Tuesday, September 17, 2019


It's a trait that seems to be lacking in many of us these days.  Maybe even most of us.

Whether sitting at a traffic light, standing in a checkout line, or listening to a friend share an opinion, we don't seem to be very good -- nor indeed very interested -- in slowing down and being a part of that moment.

It used to be that we would blame this lack of patience on something ephemeral -- the chaotic pace of summer, for example, or that lying sonofabitch Nixon  -- but it transcends seasonal boundaries.  It won't get suddenly better come fall.

I'm as guilty as anyone.  And consciously trying to improve.  Specifically, of late I'm trying to slow down in each moment, to pay attention to something, anything specific to that moment.  

Like a cumulonimbus explosion of fur.

Or the framing of a sublime evening happening.

Maybe the earning of a peaceful moment the old fashioned way.

Or stopping mid-mach down a favorite descent, just because I can't remember what it smells like *right here*.

Perhaps recognizing when composure turns oh-shit into ho-hum.

Or appreciating a process that takes a meaningful amount of extra time to achieve, but delivers in return something that can't be arrived at any other way.

A few weekends ago my desire to slow down and be present had me standing at the edge of this opening, watching the line of sun march across as a band of clouds departed.  I wasn't the only one aware of the change: The buzz of insects palpably increased as the light intensified.

Patience has come to mean leaning into the moment I'm in.

It's especially enjoyable when that moment includes loam and duff.

Or sunlight and shimmers from an elevated perch.

Or applauding the longevity of a 45-year old turd.  And the herculean efforts required to keep it going.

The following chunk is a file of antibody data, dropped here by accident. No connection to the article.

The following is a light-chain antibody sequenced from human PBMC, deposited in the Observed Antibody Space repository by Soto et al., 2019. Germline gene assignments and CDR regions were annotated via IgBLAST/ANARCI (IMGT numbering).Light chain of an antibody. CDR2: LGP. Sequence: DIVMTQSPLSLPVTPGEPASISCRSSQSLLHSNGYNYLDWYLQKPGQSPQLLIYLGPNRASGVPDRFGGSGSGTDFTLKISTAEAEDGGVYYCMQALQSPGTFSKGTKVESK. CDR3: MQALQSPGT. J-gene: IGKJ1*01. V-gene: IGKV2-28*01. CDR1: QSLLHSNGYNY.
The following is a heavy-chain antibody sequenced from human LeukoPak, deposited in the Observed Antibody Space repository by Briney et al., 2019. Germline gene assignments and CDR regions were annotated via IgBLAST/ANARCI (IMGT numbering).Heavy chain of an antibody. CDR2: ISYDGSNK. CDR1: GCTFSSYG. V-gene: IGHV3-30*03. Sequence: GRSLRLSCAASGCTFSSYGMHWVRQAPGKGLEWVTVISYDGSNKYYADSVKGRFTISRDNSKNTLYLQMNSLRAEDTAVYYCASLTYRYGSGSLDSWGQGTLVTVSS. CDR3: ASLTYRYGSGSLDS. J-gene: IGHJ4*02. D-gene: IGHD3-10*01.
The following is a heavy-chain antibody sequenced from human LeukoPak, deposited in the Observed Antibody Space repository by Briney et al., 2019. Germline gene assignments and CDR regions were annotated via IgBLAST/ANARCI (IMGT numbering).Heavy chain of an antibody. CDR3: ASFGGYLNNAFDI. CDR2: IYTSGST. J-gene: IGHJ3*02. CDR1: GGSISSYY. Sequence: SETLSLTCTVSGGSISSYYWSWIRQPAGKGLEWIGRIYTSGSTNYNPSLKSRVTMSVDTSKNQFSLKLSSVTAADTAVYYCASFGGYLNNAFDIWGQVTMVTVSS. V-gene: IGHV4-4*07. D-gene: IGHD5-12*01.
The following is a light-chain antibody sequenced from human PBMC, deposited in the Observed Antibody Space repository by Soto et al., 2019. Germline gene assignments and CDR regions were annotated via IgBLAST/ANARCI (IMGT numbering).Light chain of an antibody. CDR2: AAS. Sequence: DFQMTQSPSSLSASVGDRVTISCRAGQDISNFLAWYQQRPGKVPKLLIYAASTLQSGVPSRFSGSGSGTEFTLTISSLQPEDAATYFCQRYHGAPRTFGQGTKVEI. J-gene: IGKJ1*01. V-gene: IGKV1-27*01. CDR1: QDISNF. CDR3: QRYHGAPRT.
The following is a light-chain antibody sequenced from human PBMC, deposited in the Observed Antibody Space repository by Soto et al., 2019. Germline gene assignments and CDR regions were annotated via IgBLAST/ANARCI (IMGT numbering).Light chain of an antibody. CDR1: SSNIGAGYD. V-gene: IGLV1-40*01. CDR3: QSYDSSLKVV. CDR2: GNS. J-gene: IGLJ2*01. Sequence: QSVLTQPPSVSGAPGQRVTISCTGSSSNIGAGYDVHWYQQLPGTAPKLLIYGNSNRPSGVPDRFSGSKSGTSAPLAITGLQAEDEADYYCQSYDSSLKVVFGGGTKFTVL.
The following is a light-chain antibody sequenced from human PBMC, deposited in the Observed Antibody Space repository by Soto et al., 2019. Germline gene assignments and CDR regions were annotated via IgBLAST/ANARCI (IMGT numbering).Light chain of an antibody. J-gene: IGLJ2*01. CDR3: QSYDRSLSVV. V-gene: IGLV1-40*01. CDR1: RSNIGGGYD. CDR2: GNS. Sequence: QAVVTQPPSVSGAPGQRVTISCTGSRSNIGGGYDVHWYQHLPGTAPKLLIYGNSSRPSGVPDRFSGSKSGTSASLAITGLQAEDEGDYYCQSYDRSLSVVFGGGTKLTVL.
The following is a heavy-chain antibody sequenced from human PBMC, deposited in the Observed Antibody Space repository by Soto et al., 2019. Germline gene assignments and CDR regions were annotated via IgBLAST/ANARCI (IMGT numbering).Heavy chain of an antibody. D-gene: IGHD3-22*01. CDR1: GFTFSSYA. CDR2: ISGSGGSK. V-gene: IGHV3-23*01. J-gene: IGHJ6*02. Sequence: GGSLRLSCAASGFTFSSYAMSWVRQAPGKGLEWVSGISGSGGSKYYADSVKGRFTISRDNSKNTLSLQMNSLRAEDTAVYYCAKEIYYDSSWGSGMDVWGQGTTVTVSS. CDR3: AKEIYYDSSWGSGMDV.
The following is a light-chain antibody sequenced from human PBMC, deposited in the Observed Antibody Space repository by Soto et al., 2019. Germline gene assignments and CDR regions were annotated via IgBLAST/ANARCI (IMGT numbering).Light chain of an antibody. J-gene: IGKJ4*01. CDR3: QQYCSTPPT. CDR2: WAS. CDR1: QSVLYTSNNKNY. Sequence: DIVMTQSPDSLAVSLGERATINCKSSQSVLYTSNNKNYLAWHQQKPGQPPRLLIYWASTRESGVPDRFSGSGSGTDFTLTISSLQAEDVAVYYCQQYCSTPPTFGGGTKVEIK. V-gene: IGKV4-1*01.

My biggest "Learn patience, dammit!" episode in recent memory came a few weekends ago when I was 6 hours into a 7 hour ride, parched, and out of water.  I came upon a creek trickling down a mountainside and thought, "Hmm, self, your thirst could shortly be slaked -- all you need to do is crouch and drink".  

And that's what I did.  Even though I didn't have a filter.  Even though it wouldn't have taken much restraint to wait just one more hour.

As I rode away from said crick with water dribbling down my chin and sloshing in my belly, I heard what I had hoped not to, what I hadn't waited long enough for: Cattle, all over the hillside above the aforementioned crick.

Which brings us to the picture below: My penance, as it were, for not possessing patience at a time when patience would have been advantageous.  Atop that cutting board sits roughly 3 servings worth of 'medicine', ostensibly capable of chasing out whatever bug(s) I ingested when I couldn't be bothered to slow down and think.  And listen.

Ah well.  At least it's livened up the morning dose of raisin bran...